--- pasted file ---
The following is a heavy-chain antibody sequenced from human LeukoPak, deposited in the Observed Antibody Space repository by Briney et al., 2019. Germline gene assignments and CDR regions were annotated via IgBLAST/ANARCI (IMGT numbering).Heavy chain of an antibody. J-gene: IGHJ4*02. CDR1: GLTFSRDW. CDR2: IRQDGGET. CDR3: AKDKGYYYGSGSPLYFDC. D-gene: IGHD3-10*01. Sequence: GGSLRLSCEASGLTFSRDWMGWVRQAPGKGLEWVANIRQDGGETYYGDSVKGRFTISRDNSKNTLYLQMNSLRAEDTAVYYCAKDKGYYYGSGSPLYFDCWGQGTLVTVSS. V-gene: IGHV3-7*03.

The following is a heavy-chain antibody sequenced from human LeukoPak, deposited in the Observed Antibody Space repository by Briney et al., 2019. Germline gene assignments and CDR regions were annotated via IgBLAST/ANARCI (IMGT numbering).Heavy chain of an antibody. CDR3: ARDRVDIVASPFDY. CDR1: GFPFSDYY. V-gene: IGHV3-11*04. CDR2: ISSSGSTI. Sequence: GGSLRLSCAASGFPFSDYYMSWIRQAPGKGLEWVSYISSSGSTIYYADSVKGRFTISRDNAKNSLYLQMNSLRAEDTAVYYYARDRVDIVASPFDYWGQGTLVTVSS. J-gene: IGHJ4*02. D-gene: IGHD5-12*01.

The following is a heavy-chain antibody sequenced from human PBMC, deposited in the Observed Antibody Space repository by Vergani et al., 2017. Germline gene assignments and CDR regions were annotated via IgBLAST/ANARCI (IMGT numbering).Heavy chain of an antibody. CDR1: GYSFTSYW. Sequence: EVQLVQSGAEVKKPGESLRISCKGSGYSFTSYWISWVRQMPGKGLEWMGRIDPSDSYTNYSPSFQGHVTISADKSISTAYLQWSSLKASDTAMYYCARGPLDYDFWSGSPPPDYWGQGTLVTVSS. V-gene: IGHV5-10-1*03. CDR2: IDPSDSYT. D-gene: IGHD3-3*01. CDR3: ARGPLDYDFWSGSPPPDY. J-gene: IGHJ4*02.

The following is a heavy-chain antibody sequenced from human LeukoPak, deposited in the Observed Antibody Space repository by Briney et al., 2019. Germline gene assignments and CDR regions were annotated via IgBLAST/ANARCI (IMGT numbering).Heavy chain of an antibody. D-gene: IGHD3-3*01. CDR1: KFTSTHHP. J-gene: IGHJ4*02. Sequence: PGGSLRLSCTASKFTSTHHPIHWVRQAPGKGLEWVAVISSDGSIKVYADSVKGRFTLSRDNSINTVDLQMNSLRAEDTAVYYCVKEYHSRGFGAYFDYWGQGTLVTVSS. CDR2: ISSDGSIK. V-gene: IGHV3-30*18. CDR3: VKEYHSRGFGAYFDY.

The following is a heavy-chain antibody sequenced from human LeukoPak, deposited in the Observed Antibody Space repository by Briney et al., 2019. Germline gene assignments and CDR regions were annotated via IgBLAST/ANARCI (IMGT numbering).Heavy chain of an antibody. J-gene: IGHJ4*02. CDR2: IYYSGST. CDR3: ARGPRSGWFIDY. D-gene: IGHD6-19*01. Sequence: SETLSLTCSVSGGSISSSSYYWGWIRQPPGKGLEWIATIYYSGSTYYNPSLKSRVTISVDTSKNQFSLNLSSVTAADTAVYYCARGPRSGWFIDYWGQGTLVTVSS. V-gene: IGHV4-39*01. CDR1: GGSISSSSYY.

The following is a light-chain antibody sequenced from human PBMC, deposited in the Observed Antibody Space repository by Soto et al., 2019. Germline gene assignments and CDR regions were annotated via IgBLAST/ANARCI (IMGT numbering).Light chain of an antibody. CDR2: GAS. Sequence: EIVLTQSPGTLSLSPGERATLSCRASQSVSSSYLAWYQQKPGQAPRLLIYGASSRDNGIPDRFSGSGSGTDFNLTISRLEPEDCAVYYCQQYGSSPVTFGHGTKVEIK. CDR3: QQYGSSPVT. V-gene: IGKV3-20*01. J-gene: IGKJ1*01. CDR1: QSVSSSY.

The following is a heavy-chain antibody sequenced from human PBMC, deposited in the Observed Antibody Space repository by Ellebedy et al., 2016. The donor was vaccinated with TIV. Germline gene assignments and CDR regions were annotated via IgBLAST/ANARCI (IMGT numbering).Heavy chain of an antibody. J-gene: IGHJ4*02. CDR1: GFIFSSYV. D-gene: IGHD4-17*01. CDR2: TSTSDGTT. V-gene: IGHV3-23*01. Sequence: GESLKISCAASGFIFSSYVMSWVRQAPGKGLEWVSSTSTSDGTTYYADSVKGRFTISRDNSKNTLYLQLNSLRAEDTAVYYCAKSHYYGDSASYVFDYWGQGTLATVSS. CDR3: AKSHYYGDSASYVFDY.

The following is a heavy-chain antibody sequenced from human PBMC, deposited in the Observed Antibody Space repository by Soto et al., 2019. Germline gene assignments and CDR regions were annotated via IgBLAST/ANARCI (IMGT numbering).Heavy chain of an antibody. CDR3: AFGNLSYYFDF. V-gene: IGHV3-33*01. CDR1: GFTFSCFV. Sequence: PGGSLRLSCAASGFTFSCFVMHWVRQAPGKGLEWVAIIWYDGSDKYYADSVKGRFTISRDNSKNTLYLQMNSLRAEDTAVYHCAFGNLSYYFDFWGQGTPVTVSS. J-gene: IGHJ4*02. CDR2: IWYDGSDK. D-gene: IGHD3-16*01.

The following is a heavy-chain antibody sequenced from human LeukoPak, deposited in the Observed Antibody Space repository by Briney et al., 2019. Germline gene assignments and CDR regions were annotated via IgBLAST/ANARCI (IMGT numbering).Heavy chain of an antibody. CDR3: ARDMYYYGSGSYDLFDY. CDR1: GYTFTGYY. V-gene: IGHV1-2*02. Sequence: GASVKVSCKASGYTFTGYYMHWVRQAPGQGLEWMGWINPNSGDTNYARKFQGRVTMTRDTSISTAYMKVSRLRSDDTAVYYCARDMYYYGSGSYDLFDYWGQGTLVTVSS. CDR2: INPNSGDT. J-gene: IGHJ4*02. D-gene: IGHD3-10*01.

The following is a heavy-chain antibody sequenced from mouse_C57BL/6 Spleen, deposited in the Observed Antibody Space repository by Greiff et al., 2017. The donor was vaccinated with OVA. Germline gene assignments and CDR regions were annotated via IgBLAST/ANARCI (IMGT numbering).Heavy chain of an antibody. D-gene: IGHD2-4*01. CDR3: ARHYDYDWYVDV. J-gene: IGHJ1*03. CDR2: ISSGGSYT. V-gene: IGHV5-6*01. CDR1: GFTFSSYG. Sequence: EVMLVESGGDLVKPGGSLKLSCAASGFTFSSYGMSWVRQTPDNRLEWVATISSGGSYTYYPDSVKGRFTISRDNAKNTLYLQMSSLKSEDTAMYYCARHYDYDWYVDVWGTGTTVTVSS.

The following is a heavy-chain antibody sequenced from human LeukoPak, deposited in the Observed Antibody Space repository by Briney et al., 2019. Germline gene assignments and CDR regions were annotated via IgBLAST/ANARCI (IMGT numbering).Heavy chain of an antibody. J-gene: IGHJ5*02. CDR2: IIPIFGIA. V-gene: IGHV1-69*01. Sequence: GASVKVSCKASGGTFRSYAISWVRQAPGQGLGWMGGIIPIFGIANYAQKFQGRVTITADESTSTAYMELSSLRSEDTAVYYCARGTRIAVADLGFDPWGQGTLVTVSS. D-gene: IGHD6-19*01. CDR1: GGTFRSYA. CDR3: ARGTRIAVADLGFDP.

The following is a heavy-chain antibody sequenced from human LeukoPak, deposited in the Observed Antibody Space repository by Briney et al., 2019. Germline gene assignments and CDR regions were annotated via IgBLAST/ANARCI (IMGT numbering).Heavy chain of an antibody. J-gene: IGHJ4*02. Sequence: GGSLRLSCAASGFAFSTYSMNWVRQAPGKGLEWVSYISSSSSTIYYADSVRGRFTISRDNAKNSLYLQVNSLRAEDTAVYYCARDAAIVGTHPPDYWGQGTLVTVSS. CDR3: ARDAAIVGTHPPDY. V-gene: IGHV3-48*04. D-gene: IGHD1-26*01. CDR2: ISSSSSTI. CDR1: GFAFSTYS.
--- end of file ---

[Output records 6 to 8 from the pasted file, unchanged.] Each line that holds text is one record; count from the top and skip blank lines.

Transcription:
The following is a light-chain antibody sequenced from human PBMC, deposited in the Observed Antibody Space repository by Soto et al., 2019. Germline gene assignments and CDR regions were annotated via IgBLAST/ANARCI (IMGT numbering).Light chain of an antibody. CDR2: GAS. Sequence: EIVLTQSPGTLSLSPGERATLSCRASQSVSSSYLAWYQQKPGQAPRLLIYGASSRDNGIPDRFSGSGSGTDFNLTISRLEPEDCAVYYCQQYGSSPVTFGHGTKVEIK. CDR3: QQYGSSPVT. V-gene: IGKV3-20*01. J-gene: IGKJ1*01. CDR1: QSVSSSY.

The following is a heavy-chain antibody sequenced from human PBMC, deposited in the Observed Antibody Space repository by Ellebedy et al., 2016. The donor was vaccinated with TIV. Germline gene assignments and CDR regions were annotated via IgBLAST/ANARCI (IMGT numbering).Heavy chain of an antibody. J-gene: IGHJ4*02. CDR1: GFIFSSYV. D-gene: IGHD4-17*01. CDR2: TSTSDGTT. V-gene: IGHV3-23*01. Sequence: GESLKISCAASGFIFSSYVMSWVRQAPGKGLEWVSSTSTSDGTTYYADSVKGRFTISRDNSKNTLYLQLNSLRAEDTAVYYCAKSHYYGDSASYVFDYWGQGTLATVSS. CDR3: AKSHYYGDSASYVFDY.

The following is a heavy-chain antibody sequenced from human PBMC, deposited in the Observed Antibody Space repository by Soto et al., 2019. Germline gene assignments and CDR regions were annotated via IgBLAST/ANARCI (IMGT numbering).Heavy chain of an antibody. CDR3: AFGNLSYYFDF. V-gene: IGHV3-33*01. CDR1: GFTFSCFV. Sequence: PGGSLRLSCAASGFTFSCFVMHWVRQAPGKGLEWVAIIWYDGSDKYYADSVKGRFTISRDNSKNTLYLQMNSLRAEDTAVYHCAFGNLSYYFDFWGQGTPVTVSS. J-gene: IGHJ4*02. CDR2: IWYDGSDK. D-gene: IGHD3-16*01.